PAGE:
"There were times i should have been detained for speeding, outstanding citations, out dated registration, dozing off at a red light before making it to my garage downtown Dallas after a lonnng night out i’ve passed a sobriety test after leaving a bar in Wylie, Texas by 2 white cops and still let me drive to where I was headed, and by the way they consider Wylie, Texas to be VERY racist I’ve never got that kind of ENERGY from the po-po

 

Not saying black lives don’t matter, but don’t forget about your own, or your experiences through growth / “waking up”."

 

Share this post


Link to post
Share on other sites
56 minutes ago, mcintyre1 said:

Per witnesses/family, an older white man was "beating the hell out of his wife" inside the convenience store, Johnathan Price intervened, the altercation went outside. When police arrived, Price raised his hands and began trying to explain the situation when the police tased him. The convulsions from the electric shock were "perceived as a threat" and the police then killed him. 

Price had also recently posted to social media defending police amid the recent events in the country.

Man, almost all of these stories are horrible but if that's how things played out then that's just brutal.

 

*I'm not implying your version is wrong - I just like waiting on these because so often the initial reports are wrong.

  • Like 2

Share this post


Link to post
Share on other sites
Posted (edited)
3 hours ago, mcintyre1 said:

Very tragic by the early reports . Hopefully they punish the domestic abuser as well as the officer to the full extent that of the law. Horrible story 

Edited by HellToupee
  • Like 2

Share this post


Link to post
Share on other sites

Wolfe City officer charged with murder in fatal shooting of Jonathan Price

Quote

At approximately 8:24 p.m. on Oct. 3, 2020, Wolfe City Police Officer Shaun Lucas responded to a disturbance call at the 100 block of Santa Fe Street for a possible fight in progress.

Officer Lucas made contact with a man, later identified as 31-year-old Jonathan Price, who was reportedly involved in the disturbance. Officer Lucas attempted to detain Price, who resisted in a non-threatening posture and began walking away. Officer Lucas deployed his TASER, followed by discharging his service weapon striking Price. EMS was notified and Price was transported to Hunt Regional Hospital, where he later died.

The preliminary investigation indicates that the actions of Officer Lucas were not objectionably reasonable.

The Texas Rangers have charged Officer Lucas with the offense of Murder and booked him into the Hunt County Jail. This investigation is being conducted by the Texas Rangers, with the cooperation of the Wolfe City Police Department and the Hunt County District Attorney’s Office.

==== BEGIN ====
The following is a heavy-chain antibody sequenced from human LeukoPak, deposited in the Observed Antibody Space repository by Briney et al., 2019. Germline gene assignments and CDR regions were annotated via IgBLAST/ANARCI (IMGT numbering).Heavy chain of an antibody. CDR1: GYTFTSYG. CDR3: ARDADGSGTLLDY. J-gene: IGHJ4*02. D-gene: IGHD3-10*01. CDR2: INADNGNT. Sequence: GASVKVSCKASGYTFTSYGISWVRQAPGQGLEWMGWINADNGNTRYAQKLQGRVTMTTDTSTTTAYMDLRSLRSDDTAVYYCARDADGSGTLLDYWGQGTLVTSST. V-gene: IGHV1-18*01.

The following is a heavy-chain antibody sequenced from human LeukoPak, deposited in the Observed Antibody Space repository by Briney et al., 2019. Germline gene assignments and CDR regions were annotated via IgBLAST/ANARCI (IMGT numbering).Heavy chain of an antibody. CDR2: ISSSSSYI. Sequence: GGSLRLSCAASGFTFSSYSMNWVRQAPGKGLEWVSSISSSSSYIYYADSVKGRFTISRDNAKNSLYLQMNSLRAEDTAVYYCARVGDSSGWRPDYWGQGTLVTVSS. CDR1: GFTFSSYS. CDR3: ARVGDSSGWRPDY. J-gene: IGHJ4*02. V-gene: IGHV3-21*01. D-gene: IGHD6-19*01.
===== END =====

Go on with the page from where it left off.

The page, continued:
No additional information is being released at this time.

 

Share this post


Link to post
Share on other sites
4 hours ago, mcintyre1 said:

I don't want to over-simply things but if this happens more often where they are (rightly) charge and they are (rightly) convicted then over time I would expect the problem to go down*.  Mix that in with better training and full-time body cams and I think we begin seeing a difference.

 

*I know nothing about this specific incident and whether charging and ultimately convicting would be the just thing.

  • Like 1

Share this post


Link to post
Share on other sites

NYTimes with details of the death of Michael Reinoehl, the Antifa activist suspected of killing a right-wing Proud Boy member in Portland.

Quote

‘Straight to Gunshots’: How a U.S. Task Force Killed an Antifa Activist

New accounts from the scene raise questions about whether Michael Reinoehl, suspected of killing a far-right Trump supporter, pulled out a gun before officers fatally shot him.

Michael Reinoehl was on the run.

A few days after a shooting left a far-right Trump supporter dead on the streets of Portland, Ore., Mr. Reinoehl, an antifa activist who had been named in the news media as a focus of the investigation, feared that vigilantes were after him, not to mention the police. Even some of his close friends did not know where he was.

But the authorities knew.

On Sept. 3, about 120 miles north of Portland, Mr. Reinoehl was getting into his Volkswagen station wagon when a pair of unmarked sport utility vehicles roared through the quiet streets, screeching to a halt just in front of his bumper. Members of a U.S. Marshals task force jumped out and unleashed a hail of bullets that shattered windows, whizzed past bystanders and left Mr. Reinoehl dead in the street.

Attorney General William P. Barr trumpeted the operation as a “significant accomplishment” that removed a “violent agitator.” The officers had opened fire, he said, when Mr. Reinoehl “attempted to escape arrest” and “produced a firearm” during the encounter. But a reconstruction of what happened that night, based on the accounts of people who witnessed the confrontation and the preliminary findings of investigators, produces a much different picture — one that raises questions about whether law enforcement officers made any serious attempt to arrest Mr. Reinoehl before killing him.

In interviews with 22 people who were near the scene, all but one said they did not hear officers identify themselves or give any commands before opening fire. In their official statements, not yet made public, the officers offered differing accounts of whether they saw Mr. Reinoehl with a weapon. One told investigators he thought he saw Mr. Reinoehl raise a gun inside the vehicle before the firing began, but two others said they did not.